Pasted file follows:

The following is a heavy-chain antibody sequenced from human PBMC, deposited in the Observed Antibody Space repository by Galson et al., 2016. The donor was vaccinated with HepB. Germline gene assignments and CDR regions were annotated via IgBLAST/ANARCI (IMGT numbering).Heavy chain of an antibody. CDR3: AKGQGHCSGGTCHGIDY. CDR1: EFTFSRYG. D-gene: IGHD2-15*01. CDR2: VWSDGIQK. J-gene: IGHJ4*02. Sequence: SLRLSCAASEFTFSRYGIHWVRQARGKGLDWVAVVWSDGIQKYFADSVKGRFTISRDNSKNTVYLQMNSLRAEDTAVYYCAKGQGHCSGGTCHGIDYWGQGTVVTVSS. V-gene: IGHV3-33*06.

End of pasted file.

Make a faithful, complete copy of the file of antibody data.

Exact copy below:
The following is a heavy-chain antibody sequenced from human PBMC, deposited in the Observed Antibody Space repository by Galson et al., 2016. The donor was vaccinated with HepB. Germline gene assignments and CDR regions were annotated via IgBLAST/ANARCI (IMGT numbering).Heavy chain of an antibody. CDR3: AKGQGHCSGGTCHGIDY. CDR1: EFTFSRYG. D-gene: IGHD2-15*01. CDR2: VWSDGIQK. J-gene: IGHJ4*02. Sequence: SLRLSCAASEFTFSRYGIHWVRQARGKGLDWVAVVWSDGIQKYFADSVKGRFTISRDNSKNTVYLQMNSLRAEDTAVYYCAKGQGHCSGGTCHGIDYWGQGTVVTVSS. V-gene: IGHV3-33*06.